Wilton Littlechild, organizer and promoter of Indigenous sports, is pictured after being inducted into Canada’s Sports Hall of Fame’s ‘Class of 2018’ during a news conference in Toronto, on Thursday April 26, 2018. When Willie Littlechild gets off the plane from Toronto he plans to go directly to see Clare Drake.
“I want to go visit him and thank him again for his influence on my life,” said the man named Grand Chief of the Confederacy of Treaty Six Nations in 2016, who was introduced as a member of the Class of 2018 into the Canadian Sports Hall of Fame Thursday.
“It starts out in residential school and here it’s ended up in Canada’s Sports Hall of Fame,” said the emotional Littlechild of surviving the national disgrace that inflicted so much suffering on the Indigenous youth.
“Hockey saved my life coming out of residential school. I was going down the wrong path in terms of alcohol and drinking. I could have ended up on skid row somewhere, beaten to death or drunk, but hockey was always there,” he continued in a telephone interview with your correspondent after the event.
“One time I remember I was going to quit school at the University of Alberta. I’d had it. Clare Drake phoned me. I was at home on the reservation. I said ‘I quit.’ He said ‘We have a practice at 5 p.m. and you better be on the ice.’ That was one of the biggest turns in my life. I was probably headed for places a lot of my friends and my people ended up,” he said of Drake who was recently inducted into the Hockey Hall of Fame.
“Hockey gave me all the breaks in my life including a broken leg. And that was what got me into law school. Clare Drake is presented with a headdress by Bears alumni Dr. Wilton Littlechild as the University of Alberta Athletics department held a special ceremony to honour former Golden Bears hockey coach Clare Drake’s upcoming induction into the Hockey Hall of Fame. The ceremony took place before the Golden Bears game vs Lethbridge in Edmonton on Saturday Nov. 11, 2017. File / Postmedia “Coach Drake had a rule that nobody could ski. My roommate was a downhill racer. After exams one year he said ‘Come on Chief, let’s go skiing.’ I said ‘No I can’t. Coach said no skiing.’ He said ‘Come on. Exams are done. It’s spring skiing.’ So I went. Sure enough, I broke my leg really badly.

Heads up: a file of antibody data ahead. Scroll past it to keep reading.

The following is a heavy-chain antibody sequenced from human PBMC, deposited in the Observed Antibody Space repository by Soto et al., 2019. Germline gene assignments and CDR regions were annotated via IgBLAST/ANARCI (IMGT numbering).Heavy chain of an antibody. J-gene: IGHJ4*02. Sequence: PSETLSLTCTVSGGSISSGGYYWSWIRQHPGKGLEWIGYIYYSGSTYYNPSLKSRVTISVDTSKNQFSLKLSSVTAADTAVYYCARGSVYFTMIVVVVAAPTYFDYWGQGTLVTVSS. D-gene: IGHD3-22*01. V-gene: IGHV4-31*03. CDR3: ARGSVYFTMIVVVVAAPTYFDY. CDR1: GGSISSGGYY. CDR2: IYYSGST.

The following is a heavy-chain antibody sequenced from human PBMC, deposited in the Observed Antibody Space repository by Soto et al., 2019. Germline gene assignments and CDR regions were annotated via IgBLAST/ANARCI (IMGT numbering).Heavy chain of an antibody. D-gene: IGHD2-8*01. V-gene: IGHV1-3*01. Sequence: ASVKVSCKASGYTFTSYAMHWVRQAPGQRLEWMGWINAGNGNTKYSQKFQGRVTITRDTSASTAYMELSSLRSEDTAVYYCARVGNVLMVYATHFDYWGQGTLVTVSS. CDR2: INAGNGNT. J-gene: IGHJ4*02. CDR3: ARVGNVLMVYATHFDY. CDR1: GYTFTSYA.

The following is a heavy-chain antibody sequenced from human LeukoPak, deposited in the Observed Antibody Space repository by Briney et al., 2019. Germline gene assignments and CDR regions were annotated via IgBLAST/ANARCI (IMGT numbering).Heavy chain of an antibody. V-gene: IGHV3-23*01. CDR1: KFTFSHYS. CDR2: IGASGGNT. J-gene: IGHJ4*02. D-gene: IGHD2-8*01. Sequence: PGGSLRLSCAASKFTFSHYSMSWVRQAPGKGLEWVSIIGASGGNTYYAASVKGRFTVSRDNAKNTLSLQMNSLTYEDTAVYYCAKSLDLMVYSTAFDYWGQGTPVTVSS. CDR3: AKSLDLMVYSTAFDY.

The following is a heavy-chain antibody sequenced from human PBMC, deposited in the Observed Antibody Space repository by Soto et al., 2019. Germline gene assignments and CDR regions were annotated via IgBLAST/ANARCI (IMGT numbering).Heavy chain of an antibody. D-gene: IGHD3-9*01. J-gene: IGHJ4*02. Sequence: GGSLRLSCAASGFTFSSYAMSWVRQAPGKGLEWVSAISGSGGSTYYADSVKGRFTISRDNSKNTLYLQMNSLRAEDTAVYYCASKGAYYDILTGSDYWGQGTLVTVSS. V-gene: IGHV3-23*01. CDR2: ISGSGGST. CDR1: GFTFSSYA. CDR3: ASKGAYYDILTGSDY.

“I couldn’t skate for six years, actually. But I ended up coaching hockey and going to NHL Management School where everyone was a lawyer. So I figure ‘I have to be a lawyer to stay in hockey. So I became a lawyer.”
Littlechild is going in with a class that includes two-time Edmonton Eskimos Grey Cup champion Damon Allen, Toronto Maple Leafs great Dave Keon, Olympians Chandra Crawford, Alexendre Despatie, Sandra Kirby and Jeff Adams and ‘League of Their Own’ women’s baseball star Mary Baker. And the guy I covered as a Golden Bear is going in the door marked ‘Push’ not the one labeled ‘pull’.
One of the things that tickled me about this is that Littlechild showed up for the event wearing his tribal headdress. A picture of him wearing it that will accompany the text on his plaque in the Hall of Fame now located at Canada Olympic Park in Calgary.
Thousand of school kids tour through there every year and long after Littlechild has passed, there will be a young native kid who will notice that there’s a guy pictured in a headdress and read […]
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